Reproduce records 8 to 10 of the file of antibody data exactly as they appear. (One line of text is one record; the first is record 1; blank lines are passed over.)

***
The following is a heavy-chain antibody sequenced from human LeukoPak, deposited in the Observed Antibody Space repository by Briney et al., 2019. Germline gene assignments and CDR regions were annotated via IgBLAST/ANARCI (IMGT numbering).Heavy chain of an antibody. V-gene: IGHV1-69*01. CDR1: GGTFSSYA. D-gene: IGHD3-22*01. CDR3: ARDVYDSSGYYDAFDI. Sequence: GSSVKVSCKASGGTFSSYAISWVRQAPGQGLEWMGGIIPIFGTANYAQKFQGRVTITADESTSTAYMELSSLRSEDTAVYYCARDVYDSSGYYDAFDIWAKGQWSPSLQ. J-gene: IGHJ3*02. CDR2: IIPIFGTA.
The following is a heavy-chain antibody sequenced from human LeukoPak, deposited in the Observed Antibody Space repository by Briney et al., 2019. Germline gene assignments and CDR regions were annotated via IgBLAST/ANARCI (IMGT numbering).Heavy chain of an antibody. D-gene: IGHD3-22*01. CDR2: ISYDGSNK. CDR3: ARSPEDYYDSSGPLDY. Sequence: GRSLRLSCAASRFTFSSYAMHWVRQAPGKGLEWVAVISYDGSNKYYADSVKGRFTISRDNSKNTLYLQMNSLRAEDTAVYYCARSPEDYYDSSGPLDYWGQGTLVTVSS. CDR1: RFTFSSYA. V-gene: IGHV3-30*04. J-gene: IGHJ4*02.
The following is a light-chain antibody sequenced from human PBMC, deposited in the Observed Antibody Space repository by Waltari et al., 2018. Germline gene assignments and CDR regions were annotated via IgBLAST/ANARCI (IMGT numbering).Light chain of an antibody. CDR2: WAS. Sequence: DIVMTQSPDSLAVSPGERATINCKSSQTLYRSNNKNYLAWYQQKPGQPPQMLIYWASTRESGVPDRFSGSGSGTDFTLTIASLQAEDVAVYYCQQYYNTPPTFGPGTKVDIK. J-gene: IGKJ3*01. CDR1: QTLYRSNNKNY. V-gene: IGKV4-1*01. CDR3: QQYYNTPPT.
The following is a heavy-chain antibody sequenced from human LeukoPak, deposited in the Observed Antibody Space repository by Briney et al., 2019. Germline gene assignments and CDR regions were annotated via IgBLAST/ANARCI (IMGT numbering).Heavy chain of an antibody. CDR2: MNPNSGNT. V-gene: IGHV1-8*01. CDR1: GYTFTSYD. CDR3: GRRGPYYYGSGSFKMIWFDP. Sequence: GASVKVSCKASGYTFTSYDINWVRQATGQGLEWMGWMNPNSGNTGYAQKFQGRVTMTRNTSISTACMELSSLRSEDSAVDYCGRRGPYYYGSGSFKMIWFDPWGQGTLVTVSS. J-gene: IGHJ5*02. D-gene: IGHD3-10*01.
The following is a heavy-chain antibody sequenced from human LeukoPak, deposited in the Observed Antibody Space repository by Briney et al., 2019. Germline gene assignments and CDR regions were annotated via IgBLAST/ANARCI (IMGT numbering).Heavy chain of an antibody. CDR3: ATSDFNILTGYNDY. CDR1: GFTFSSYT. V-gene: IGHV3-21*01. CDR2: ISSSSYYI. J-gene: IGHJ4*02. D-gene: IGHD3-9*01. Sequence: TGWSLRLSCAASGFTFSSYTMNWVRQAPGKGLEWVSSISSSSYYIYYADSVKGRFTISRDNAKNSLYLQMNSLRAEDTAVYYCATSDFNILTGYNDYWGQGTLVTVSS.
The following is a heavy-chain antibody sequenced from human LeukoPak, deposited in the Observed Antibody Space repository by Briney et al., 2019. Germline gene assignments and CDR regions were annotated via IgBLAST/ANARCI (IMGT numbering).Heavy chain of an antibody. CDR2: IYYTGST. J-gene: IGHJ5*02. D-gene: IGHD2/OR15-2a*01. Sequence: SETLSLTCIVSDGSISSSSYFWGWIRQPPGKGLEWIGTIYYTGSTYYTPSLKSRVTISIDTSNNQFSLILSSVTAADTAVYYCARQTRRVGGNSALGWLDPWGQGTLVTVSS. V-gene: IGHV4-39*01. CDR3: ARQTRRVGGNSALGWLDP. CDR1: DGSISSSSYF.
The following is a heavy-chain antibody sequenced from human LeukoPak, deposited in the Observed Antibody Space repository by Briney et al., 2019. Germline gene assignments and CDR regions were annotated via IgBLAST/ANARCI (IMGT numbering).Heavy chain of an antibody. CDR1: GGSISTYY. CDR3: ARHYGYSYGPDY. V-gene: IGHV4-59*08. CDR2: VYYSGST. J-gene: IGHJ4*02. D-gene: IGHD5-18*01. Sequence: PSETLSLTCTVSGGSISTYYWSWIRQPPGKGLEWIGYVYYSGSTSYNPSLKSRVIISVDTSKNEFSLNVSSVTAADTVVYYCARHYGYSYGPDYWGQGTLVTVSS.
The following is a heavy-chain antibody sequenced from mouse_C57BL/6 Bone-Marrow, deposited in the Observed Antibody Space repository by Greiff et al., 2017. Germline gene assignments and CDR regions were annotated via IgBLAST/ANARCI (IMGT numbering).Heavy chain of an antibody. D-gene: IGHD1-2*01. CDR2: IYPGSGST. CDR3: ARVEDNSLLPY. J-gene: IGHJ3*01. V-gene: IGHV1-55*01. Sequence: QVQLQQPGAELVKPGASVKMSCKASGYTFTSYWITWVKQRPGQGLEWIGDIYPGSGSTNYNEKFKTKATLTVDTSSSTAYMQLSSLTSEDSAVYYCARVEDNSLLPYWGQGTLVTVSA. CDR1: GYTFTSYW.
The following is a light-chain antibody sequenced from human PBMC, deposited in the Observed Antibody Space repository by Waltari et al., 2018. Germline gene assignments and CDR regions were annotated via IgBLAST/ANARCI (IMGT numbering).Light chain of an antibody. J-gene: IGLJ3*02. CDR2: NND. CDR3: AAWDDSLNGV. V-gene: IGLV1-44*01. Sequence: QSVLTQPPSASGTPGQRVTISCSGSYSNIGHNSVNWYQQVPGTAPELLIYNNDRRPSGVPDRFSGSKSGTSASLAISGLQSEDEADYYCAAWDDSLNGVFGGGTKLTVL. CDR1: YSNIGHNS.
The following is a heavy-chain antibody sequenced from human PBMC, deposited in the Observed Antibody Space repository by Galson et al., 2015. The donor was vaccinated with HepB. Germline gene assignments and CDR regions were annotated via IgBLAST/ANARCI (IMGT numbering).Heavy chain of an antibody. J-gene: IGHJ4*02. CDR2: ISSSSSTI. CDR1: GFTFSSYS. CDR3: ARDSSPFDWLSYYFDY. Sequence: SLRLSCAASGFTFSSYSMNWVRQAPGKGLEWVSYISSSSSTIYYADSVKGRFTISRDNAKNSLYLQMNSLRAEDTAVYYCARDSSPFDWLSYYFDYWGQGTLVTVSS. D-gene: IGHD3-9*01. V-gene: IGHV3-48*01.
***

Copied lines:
The following is a heavy-chain antibody sequenced from mouse_C57BL/6 Bone-Marrow, deposited in the Observed Antibody Space repository by Greiff et al., 2017. Germline gene assignments and CDR regions were annotated via IgBLAST/ANARCI (IMGT numbering).Heavy chain of an antibody. D-gene: IGHD1-2*01. CDR2: IYPGSGST. CDR3: ARVEDNSLLPY. J-gene: IGHJ3*01. V-gene: IGHV1-55*01. Sequence: QVQLQQPGAELVKPGASVKMSCKASGYTFTSYWITWVKQRPGQGLEWIGDIYPGSGSTNYNEKFKTKATLTVDTSSSTAYMQLSSLTSEDSAVYYCARVEDNSLLPYWGQGTLVTVSA. CDR1: GYTFTSYW.
The following is a light-chain antibody sequenced from human PBMC, deposited in the Observed Antibody Space repository by Waltari et al., 2018. Germline gene assignments and CDR regions were annotated via IgBLAST/ANARCI (IMGT numbering).Light chain of an antibody. J-gene: IGLJ3*02. CDR2: NND. CDR3: AAWDDSLNGV. V-gene: IGLV1-44*01. Sequence: QSVLTQPPSASGTPGQRVTISCSGSYSNIGHNSVNWYQQVPGTAPELLIYNNDRRPSGVPDRFSGSKSGTSASLAISGLQSEDEADYYCAAWDDSLNGVFGGGTKLTVL. CDR1: YSNIGHNS.
The following is a heavy-chain antibody sequenced from human PBMC, deposited in the Observed Antibody Space repository by Galson et al., 2015. The donor was vaccinated with HepB. Germline gene assignments and CDR regions were annotated via IgBLAST/ANARCI (IMGT numbering).Heavy chain of an antibody. J-gene: IGHJ4*02. CDR2: ISSSSSTI. CDR1: GFTFSSYS. CDR3: ARDSSPFDWLSYYFDY. Sequence: SLRLSCAASGFTFSSYSMNWVRQAPGKGLEWVSYISSSSSTIYYADSVKGRFTISRDNAKNSLYLQMNSLRAEDTAVYYCARDSSPFDWLSYYFDYWGQGTLVTVSS. D-gene: IGHD3-9*01. V-gene: IGHV3-48*01.